Announcing Our 2022 Voqal Fellowship Cohort

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Voqal is excited to announce the 2022 Voqal Fellowship cohort. The Voqal Fellowship is an investment in people as individuals and budding entrepreneurs. It is a talent accelerator aimed at giving bold visionaries a chance to be at center stage. The 2022 class will continue the Voqal Fellowship’s legacy of supporting the individuals who are making a real difference in the world yet are often overlooked by traditional funders. Members of this year’s class are:

Ini Augustine, Black Internet Cooperative

Image Description: Photo of Ini Augustine




Ini Augustine (she/her) is a network engineer that occupies the space between equity, technology, and art. She was also named Aspiring Businesswoman of the Year by the National Association of Women Business Owners in Iowa. Her organization to close the digital divide, Project Nandi, was launched in direct response to Covid-19 and the George Floyd protests. Augustine’s project, the Black Internet Collective, would build on Project Nandi to create a community-owned Internet Service Provider (ISP) with a Black broadband summit.

Kiela Smith, Artists Design the Future (ADtF)

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Kiela Smith (she/her) is a charismatic servant leader who loves inspiring artists and others while connecting them to resources. She brings grit and street training as a lifelong Chicagoan, 17 years as a teaching artist, and 30 years of professional experience consulting, planning, and creating collaborative community-based mural projects. Smith’s project, Artists Design the Future, engages a participatory, grassroots planning process for developing a worker cooperative and idea planning for an art space building that positions citizen artists as investors, owners, and stakeholders.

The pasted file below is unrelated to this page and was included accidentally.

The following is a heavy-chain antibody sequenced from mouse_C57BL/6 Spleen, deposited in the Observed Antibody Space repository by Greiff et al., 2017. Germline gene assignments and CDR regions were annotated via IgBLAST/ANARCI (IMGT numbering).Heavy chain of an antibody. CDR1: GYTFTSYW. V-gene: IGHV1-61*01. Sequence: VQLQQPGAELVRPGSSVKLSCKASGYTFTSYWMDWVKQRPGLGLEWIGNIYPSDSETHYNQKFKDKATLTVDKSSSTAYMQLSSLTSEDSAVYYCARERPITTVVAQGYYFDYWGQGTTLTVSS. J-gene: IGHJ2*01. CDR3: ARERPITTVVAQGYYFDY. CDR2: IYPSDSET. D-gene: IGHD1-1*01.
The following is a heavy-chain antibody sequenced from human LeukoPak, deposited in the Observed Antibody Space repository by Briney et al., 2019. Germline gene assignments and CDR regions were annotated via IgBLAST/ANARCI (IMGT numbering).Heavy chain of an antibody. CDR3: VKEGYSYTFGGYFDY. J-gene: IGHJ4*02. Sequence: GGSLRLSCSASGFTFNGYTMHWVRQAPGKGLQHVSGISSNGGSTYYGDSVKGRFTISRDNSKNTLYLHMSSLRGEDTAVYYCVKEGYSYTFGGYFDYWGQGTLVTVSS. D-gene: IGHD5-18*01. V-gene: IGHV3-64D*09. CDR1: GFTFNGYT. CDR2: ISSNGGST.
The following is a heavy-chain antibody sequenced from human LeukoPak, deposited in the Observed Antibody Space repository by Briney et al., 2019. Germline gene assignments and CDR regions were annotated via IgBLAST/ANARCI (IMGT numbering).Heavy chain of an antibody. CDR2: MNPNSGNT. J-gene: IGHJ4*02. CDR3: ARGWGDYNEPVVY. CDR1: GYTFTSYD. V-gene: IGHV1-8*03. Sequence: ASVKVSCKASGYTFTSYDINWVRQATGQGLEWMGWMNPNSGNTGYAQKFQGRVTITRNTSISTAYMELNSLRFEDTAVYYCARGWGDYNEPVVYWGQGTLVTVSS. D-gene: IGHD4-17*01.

Marq Mitchell, Decarcerate Broward Coalition

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Marq Mitchell (he/him) is the founder of Chainless Change. He is a returning citizen, abolitionist, visionary, and community leader. In addition to being the lead strategist for Chainless Change, Mitchell serves on a variety of local and statewide advocacy boards and initiatives related to ending mass incarceration and other systems change efforts. Mitchell’s project, Decarcerate Broward Coalition (DBC) is a community-rooted effort in the early stages of development. DBC is made up of local organizing groups and individuals working together to end mass incarceration in South Florida and to increase accountability and transparency regarding abuse by local correctional institutions and law enforcement.

Mattie Abraham, The Prisoner’s Support Group

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Mattie Abraham (he/him) advocates for those who are imprisoned enduring trauma after trauma. He also advocates for families who suffer from the violence that the prison space inflicts upon them. Abraham’s project, the Prisoner’s Support Group will form a connected network of support groups led by currently and formerly imprisoned people, drawing on approaches to care and support rooted in the communities’ lived experiences that oppose the criminalizing logics and systems dominating growing industries of re-entry, prisoner rehabilitation, and mental health care.

Mu Knowles, Intergenerational Healing Circles